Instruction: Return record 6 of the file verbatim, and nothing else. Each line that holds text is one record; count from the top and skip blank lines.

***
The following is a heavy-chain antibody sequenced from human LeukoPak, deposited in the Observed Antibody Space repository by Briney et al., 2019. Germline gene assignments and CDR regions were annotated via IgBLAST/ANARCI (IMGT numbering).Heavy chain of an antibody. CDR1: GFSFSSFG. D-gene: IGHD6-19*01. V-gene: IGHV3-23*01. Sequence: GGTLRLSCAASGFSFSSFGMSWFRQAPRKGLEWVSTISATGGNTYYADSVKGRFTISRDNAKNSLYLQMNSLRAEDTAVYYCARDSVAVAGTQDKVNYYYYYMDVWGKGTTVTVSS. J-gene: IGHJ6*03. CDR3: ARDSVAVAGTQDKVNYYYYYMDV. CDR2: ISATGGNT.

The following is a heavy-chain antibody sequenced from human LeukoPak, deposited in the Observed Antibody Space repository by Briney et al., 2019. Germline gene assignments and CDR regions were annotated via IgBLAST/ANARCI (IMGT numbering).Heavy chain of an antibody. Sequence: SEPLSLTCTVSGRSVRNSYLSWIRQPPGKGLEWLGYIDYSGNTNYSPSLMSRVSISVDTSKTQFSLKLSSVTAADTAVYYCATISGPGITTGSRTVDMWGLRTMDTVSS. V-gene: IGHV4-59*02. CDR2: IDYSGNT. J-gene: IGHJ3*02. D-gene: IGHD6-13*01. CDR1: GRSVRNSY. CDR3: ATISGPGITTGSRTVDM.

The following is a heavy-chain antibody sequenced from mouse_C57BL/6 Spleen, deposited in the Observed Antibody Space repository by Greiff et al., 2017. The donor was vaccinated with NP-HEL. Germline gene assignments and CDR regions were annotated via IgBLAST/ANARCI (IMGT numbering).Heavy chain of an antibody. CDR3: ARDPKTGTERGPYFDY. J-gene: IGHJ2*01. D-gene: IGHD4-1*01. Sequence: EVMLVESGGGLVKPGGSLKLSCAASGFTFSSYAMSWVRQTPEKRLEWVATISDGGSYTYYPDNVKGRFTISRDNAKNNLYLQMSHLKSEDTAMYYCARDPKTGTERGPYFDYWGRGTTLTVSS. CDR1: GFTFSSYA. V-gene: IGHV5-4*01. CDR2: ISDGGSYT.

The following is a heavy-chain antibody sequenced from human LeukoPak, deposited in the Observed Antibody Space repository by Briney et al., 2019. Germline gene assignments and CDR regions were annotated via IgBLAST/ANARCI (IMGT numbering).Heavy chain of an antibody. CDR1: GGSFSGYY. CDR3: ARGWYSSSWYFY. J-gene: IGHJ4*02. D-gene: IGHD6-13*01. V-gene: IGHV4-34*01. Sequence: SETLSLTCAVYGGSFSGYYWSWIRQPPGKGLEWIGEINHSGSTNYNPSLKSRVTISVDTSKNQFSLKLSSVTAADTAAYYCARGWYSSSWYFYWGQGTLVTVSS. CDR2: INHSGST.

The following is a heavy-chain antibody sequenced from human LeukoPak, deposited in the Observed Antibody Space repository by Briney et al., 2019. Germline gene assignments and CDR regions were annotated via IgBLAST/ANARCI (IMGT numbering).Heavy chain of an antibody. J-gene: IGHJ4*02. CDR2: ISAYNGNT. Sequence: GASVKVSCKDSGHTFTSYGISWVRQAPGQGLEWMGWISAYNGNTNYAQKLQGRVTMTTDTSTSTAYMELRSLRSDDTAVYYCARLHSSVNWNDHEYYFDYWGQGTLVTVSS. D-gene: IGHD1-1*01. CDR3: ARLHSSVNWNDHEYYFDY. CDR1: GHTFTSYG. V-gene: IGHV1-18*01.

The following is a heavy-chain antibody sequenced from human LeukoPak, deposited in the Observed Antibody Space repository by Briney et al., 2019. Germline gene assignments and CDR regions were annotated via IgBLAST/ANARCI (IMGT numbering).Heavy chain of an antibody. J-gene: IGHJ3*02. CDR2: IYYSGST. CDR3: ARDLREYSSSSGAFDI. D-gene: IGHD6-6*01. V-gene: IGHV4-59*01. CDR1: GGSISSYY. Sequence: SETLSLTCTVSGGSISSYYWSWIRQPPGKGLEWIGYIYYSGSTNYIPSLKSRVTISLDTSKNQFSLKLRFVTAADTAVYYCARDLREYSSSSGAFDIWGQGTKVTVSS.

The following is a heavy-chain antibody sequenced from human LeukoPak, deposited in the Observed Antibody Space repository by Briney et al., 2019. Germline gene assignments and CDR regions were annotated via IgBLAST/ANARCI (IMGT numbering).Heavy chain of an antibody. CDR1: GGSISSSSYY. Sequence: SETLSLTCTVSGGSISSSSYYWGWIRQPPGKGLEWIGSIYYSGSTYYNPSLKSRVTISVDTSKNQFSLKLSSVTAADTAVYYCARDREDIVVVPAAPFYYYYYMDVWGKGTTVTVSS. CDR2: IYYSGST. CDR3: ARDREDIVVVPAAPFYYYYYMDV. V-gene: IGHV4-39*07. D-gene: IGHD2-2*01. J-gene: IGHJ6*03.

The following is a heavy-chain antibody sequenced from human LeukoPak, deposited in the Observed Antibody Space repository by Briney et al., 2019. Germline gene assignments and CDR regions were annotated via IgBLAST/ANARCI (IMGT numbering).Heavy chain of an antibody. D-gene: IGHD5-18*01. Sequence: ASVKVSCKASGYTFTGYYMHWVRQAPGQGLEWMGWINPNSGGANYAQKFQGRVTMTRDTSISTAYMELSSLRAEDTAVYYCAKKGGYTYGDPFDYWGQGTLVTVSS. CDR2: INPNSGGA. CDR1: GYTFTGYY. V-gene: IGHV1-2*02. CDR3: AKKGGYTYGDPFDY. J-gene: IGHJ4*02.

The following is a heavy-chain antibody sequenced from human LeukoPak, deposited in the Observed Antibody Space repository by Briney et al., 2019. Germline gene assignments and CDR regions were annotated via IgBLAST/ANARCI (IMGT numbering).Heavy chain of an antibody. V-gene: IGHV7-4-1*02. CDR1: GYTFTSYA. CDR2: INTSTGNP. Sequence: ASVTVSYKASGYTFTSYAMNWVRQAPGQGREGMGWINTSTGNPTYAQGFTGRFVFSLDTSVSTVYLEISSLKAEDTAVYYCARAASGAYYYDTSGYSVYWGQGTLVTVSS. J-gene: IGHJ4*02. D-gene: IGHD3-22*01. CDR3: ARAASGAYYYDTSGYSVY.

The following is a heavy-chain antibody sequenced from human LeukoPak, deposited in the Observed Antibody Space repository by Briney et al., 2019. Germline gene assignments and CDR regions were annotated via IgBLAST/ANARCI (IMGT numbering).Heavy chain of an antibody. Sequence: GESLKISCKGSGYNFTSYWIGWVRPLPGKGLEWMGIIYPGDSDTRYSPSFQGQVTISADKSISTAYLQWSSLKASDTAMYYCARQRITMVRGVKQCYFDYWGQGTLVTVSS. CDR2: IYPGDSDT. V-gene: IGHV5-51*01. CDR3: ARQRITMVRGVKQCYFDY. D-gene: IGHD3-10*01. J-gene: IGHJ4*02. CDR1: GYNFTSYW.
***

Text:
The following is a heavy-chain antibody sequenced from human LeukoPak, deposited in the Observed Antibody Space repository by Briney et al., 2019. Germline gene assignments and CDR regions were annotated via IgBLAST/ANARCI (IMGT numbering).Heavy chain of an antibody. J-gene: IGHJ3*02. CDR2: IYYSGST. CDR3: ARDLREYSSSSGAFDI. D-gene: IGHD6-6*01. V-gene: IGHV4-59*01. CDR1: GGSISSYY. Sequence: SETLSLTCTVSGGSISSYYWSWIRQPPGKGLEWIGYIYYSGSTNYIPSLKSRVTISLDTSKNQFSLKLRFVTAADTAVYYCARDLREYSSSSGAFDIWGQGTKVTVSS.